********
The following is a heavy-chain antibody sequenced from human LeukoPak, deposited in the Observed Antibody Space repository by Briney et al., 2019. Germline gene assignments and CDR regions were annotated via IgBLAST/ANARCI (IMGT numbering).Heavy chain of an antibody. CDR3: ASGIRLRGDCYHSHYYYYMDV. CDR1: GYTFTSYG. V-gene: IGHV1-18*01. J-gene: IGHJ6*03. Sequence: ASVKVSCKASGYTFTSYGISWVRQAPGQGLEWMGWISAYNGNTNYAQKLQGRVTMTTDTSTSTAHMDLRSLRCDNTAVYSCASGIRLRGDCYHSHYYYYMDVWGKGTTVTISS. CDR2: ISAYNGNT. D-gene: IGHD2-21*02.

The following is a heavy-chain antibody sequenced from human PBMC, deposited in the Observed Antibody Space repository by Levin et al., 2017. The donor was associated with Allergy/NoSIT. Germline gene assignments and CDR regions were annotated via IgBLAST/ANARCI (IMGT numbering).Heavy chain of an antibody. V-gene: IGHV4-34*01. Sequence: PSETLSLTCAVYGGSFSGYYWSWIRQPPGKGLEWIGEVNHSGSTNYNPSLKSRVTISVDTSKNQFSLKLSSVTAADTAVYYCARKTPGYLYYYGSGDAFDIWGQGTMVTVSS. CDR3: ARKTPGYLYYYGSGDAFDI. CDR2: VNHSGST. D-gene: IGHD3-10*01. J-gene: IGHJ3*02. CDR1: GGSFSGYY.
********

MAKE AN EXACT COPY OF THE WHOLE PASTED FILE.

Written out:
The following is a heavy-chain antibody sequenced from human LeukoPak, deposited in the Observed Antibody Space repository by Briney et al., 2019. Germline gene assignments and CDR regions were annotated via IgBLAST/ANARCI (IMGT numbering).Heavy chain of an antibody. CDR3: ASGIRLRGDCYHSHYYYYMDV. CDR1: GYTFTSYG. V-gene: IGHV1-18*01. J-gene: IGHJ6*03. Sequence: ASVKVSCKASGYTFTSYGISWVRQAPGQGLEWMGWISAYNGNTNYAQKLQGRVTMTTDTSTSTAHMDLRSLRCDNTAVYSCASGIRLRGDCYHSHYYYYMDVWGKGTTVTISS. CDR2: ISAYNGNT. D-gene: IGHD2-21*02.

The following is a heavy-chain antibody sequenced from human PBMC, deposited in the Observed Antibody Space repository by Levin et al., 2017. The donor was associated with Allergy/NoSIT. Germline gene assignments and CDR regions were annotated via IgBLAST/ANARCI (IMGT numbering).Heavy chain of an antibody. V-gene: IGHV4-34*01. Sequence: PSETLSLTCAVYGGSFSGYYWSWIRQPPGKGLEWIGEVNHSGSTNYNPSLKSRVTISVDTSKNQFSLKLSSVTAADTAVYYCARKTPGYLYYYGSGDAFDIWGQGTMVTVSS. CDR3: ARKTPGYLYYYGSGDAFDI. CDR2: VNHSGST. D-gene: IGHD3-10*01. J-gene: IGHJ3*02. CDR1: GGSFSGYY.